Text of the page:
AFP: Zeinab was fleeing war-torn Sudan’s capital to seek safety when she found herself pinned to the ground, a rifle to her chest, as a paramilitary fighter raped her.
“I was sure we were about to die,” she told AFP, recounting how she, her younger sister and two other women, one with an infant daughter, were all sexually violated. Dozens of women have reported similar attacks – in their homes, by the roadside and in commandeered hotels – since the war erupted in mid-April between the army and the paramilitary Rapid Support Forces.
A month into the war, said Zeinab, the women were fleeing Khartoum when their minibus was stopped at an RSF checkpoint. Terrified, they were marched into a warehouse where a man “in civilian clothes who seemed to be their commander” ordered Zeinab to the ground, she said.
“I was pinned down by one man while the other raped me,” she told AFP. “When he was done, they switched. “They wanted to keep my sister with them. I begged them on my hands and knees to let her go.”
The women were eventually allowed to leave and escaped to Madani, 200km away, where they reported the attack to the police and went to a hospital. When Zeinab later recounted their ordeal, she had found refuge in another country.
“We’re not the first people this has happened to, or the last,” she said. Sudan’s war has claimed at least 1,800 lives and displaced over 1.5 million people.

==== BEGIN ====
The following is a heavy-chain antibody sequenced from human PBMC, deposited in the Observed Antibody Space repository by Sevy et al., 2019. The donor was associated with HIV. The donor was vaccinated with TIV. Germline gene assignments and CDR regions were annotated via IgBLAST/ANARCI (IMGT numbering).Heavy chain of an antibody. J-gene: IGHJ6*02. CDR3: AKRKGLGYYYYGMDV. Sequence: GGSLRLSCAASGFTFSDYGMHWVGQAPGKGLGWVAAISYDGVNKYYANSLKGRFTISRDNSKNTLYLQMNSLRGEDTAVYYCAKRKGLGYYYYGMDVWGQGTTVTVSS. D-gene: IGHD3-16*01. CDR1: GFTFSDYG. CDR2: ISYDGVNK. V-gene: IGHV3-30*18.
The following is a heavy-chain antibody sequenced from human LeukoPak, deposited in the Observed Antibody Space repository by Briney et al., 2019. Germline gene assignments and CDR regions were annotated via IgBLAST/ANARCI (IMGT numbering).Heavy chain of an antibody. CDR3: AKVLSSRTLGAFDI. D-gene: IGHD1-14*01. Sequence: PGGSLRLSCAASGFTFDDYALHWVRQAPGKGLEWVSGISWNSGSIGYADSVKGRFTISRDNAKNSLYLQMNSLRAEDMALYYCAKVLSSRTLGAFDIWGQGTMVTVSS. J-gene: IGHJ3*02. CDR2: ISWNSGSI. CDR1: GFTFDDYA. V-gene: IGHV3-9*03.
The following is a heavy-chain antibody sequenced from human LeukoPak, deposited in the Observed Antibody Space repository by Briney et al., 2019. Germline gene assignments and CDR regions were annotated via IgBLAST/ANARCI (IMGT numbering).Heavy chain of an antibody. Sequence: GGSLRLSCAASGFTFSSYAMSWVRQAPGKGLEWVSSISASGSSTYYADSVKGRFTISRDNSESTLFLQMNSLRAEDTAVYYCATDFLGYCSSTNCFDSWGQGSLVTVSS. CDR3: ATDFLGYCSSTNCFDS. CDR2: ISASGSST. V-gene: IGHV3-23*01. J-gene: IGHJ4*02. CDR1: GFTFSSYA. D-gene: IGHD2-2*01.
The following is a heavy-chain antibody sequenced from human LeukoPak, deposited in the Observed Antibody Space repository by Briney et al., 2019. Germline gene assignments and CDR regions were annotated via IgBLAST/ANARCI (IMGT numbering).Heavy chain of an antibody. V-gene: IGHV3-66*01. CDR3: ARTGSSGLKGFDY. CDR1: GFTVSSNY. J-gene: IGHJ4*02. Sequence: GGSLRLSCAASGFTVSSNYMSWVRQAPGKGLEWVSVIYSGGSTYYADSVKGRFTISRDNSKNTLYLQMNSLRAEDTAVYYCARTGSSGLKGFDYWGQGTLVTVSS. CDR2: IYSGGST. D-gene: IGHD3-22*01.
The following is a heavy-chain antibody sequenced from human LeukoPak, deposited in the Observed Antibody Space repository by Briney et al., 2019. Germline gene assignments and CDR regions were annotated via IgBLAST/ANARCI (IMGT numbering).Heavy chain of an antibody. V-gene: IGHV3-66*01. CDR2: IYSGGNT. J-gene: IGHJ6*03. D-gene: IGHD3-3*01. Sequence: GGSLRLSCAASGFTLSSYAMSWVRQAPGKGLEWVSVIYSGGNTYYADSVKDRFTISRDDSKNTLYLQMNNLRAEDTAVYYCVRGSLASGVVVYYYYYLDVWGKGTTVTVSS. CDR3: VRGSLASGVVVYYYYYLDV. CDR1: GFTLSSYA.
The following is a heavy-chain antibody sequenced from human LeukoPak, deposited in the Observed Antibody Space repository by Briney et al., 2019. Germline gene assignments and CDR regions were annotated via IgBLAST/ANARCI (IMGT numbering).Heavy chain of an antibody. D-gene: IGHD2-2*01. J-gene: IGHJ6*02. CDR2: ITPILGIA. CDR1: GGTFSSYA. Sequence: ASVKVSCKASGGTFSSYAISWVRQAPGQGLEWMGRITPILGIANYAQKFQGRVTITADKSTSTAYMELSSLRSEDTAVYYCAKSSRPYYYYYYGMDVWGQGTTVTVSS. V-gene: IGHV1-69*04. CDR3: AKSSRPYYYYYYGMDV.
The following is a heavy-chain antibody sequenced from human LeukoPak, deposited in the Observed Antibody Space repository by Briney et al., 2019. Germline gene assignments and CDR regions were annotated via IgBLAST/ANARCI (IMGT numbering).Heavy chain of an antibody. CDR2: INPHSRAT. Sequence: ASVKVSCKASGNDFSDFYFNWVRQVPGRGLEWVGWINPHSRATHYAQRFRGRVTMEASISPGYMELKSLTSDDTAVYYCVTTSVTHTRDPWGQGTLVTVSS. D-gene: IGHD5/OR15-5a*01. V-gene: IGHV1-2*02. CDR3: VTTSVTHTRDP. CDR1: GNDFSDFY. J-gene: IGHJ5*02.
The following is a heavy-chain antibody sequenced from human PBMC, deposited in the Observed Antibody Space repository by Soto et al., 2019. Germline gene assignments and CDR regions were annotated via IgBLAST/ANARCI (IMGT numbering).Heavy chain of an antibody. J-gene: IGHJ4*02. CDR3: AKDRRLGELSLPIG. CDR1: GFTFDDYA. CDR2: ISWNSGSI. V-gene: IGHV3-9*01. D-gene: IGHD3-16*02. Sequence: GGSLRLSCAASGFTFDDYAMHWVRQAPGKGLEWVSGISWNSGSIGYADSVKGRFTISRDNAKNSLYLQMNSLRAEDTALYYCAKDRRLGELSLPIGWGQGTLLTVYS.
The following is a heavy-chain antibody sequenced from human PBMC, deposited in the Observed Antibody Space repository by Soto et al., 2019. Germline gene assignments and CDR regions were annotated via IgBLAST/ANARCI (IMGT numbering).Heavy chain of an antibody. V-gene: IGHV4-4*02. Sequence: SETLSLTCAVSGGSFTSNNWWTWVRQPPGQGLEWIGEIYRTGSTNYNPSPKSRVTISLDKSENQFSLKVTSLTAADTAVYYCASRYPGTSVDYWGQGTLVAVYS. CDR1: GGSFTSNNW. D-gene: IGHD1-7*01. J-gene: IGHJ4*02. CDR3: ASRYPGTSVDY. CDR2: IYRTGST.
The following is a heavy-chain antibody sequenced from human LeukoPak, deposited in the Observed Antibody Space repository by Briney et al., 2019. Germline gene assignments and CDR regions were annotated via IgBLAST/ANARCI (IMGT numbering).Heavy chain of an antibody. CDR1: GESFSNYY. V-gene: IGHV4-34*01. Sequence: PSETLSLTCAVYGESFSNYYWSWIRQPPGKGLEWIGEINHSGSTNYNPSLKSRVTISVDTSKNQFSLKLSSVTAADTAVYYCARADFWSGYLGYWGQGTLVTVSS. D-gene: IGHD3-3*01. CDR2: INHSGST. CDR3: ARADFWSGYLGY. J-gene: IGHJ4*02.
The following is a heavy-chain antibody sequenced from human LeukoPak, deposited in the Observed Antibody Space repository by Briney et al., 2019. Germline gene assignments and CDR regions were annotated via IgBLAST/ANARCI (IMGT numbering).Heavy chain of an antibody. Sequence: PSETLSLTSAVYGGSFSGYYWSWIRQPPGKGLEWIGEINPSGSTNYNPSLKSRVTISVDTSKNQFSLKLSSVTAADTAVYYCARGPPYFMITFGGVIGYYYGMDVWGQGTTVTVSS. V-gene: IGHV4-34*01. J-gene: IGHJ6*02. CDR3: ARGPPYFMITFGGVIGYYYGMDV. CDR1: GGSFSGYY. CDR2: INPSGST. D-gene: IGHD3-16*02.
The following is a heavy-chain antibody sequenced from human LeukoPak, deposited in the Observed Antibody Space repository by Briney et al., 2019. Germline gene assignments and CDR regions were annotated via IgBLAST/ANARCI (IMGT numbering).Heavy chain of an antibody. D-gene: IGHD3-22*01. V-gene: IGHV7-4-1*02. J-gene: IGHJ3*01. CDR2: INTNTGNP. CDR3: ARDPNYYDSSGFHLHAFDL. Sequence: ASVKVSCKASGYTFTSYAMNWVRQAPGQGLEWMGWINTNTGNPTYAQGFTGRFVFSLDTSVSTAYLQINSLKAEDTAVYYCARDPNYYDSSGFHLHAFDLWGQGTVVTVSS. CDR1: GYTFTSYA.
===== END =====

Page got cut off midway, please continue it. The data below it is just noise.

The horrors of the conflict have been compounded by a wave of sexual violence, say survivors, medics and activists who spoke to AFP. Most have requested anonymity or, like Zeinab, used a pseudonym for fear of reprisals against them and others.
Both Sudan’s army chief Abdel Fattah al-Burhan and the RSF, led by Mohamed Hamdan Daglo, have accused their enemies of such attacks. And human rights lawyer Jehanne Henry said that indeed both sides have committed “notorious acts of sexual violence” in the past.
The governmental Combating Violence Against Women and Children Unit has documented 49 assaults in the first two weeks of the war. In all but six cases, survivors identified perpetrators “in RSF uniform”, said unit chief Sulaima Ishaq al-Khalifa, adding that there are “new reports night and day”.
“There is not a single woman in Khartoum now who feels safe, not even in her own home.”